Despite a unanimous vote granting all eight species of the African and Asian pangolin the highest possible protection against illegal trading in late 2016, this scaly animal still bears the unfortunate record as the world’s most illegally trafficked mammal.
As more countries recognize wildlife poaching and trafficking as serious crimes run by organized syndicates, they turn to the legal system to protect wildlife. Not only is legislation being strengthened across eastern Africa, but the capacity of law enforcement officers, investigators, and prosecutors is also strategically enhanced.
A vital home for critically endangered great apes, the Dja Faunal Reserve benefits from a community-centered conservation strategy as development stems an upswing in human activity around the protected area and buffer zones.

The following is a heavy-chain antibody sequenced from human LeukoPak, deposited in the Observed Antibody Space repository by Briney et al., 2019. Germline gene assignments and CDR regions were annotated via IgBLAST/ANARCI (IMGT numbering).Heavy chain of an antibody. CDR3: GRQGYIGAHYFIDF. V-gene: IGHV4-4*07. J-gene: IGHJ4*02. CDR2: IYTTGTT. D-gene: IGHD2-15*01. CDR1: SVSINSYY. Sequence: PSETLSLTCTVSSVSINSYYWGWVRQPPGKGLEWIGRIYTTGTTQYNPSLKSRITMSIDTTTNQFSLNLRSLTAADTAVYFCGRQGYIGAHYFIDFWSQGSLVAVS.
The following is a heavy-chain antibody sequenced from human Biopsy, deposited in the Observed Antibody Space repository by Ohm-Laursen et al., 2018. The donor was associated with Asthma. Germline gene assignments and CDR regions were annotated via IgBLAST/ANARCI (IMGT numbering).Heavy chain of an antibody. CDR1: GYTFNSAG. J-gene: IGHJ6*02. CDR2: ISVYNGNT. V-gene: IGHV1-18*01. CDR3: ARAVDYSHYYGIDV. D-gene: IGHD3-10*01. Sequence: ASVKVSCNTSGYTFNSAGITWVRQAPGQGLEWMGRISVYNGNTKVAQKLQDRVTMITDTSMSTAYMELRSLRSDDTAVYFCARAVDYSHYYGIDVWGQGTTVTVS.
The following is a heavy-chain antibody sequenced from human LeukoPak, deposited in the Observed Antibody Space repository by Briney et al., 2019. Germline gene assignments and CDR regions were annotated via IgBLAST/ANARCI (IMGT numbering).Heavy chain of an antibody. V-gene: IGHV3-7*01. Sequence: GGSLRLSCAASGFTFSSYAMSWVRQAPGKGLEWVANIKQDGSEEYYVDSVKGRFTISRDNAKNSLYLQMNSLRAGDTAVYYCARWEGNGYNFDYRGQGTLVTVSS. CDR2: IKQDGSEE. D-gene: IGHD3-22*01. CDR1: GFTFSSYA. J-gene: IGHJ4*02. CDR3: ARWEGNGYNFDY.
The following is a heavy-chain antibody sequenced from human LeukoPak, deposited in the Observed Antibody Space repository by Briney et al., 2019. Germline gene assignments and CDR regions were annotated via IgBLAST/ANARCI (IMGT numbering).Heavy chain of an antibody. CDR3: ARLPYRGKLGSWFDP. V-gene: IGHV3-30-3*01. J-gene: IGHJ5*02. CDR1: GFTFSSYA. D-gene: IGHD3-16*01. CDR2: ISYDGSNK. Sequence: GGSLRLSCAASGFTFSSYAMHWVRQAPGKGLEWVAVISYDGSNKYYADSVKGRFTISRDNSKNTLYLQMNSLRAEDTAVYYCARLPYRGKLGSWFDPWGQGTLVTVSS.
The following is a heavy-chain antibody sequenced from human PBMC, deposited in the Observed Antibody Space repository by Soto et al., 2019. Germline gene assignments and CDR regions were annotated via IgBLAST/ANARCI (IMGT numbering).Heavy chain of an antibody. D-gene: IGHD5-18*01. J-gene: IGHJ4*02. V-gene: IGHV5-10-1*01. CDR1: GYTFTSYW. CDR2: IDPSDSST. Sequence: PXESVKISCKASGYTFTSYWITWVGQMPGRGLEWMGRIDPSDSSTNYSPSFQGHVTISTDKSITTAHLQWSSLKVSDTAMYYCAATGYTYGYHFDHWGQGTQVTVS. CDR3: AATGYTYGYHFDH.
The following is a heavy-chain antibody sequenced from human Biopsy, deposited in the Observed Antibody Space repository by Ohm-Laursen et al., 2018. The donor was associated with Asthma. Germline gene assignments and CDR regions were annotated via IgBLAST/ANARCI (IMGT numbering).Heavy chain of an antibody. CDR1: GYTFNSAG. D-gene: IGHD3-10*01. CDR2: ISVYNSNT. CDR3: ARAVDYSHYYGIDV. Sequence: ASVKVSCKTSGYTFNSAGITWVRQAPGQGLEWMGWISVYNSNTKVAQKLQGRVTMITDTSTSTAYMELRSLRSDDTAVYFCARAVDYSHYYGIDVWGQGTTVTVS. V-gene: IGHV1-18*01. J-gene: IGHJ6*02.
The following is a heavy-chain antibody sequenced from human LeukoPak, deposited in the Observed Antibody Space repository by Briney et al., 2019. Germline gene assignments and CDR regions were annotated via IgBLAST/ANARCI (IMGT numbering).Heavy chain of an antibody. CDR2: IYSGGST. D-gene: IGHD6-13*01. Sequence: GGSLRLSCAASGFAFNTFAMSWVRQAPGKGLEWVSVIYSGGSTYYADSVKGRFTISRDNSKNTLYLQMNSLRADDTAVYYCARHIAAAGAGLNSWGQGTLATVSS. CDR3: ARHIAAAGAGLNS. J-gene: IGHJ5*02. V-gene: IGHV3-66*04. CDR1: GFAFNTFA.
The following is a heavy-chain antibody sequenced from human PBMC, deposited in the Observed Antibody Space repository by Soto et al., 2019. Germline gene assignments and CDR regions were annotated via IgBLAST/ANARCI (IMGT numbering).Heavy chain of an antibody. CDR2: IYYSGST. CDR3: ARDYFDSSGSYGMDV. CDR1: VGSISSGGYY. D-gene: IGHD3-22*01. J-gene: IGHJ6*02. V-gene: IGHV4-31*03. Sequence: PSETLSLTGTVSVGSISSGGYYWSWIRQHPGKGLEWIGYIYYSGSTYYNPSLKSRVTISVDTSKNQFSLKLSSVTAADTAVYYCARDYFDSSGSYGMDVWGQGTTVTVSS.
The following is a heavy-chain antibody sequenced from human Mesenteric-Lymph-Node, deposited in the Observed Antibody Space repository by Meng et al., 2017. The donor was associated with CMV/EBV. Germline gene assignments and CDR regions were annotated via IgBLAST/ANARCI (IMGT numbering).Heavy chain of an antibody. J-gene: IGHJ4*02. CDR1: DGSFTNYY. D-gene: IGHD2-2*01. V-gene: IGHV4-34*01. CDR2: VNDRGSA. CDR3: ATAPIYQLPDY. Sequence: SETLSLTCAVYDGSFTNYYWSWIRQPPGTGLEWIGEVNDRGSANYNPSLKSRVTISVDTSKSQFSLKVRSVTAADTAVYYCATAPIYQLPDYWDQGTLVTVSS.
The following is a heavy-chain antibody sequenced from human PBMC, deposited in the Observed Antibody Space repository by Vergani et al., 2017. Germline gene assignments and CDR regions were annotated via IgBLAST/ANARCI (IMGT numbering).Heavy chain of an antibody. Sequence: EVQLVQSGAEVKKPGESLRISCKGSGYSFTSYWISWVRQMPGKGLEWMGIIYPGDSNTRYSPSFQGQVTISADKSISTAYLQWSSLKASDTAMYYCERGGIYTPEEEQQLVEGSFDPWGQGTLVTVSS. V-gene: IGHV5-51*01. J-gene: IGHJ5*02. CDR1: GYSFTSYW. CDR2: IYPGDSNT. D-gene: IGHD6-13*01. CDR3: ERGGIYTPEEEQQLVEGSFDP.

Following years of social turmoil and civil war in the Democratic Republic of Congo, people living along the banks of the Congo and Maringa Rivers had few economic opportunities. When African Wildlife Foundation began working in the Lomako landscape in 2003, the organization prioritized local livelihood improvement via sustainable agriculture production as a critical necessity for conservation.
Not only are carnivores critical to the long-term viability of ecosystems, their presence is also a strong indicator of healthy prey populations. As they face a combination of threats — retaliatory killings by livestock keepers, declining prey base, habitat decline and human conflict — conserving ecologically viable and functional populations of large carnivores in their natural habitats is paramount but challenging.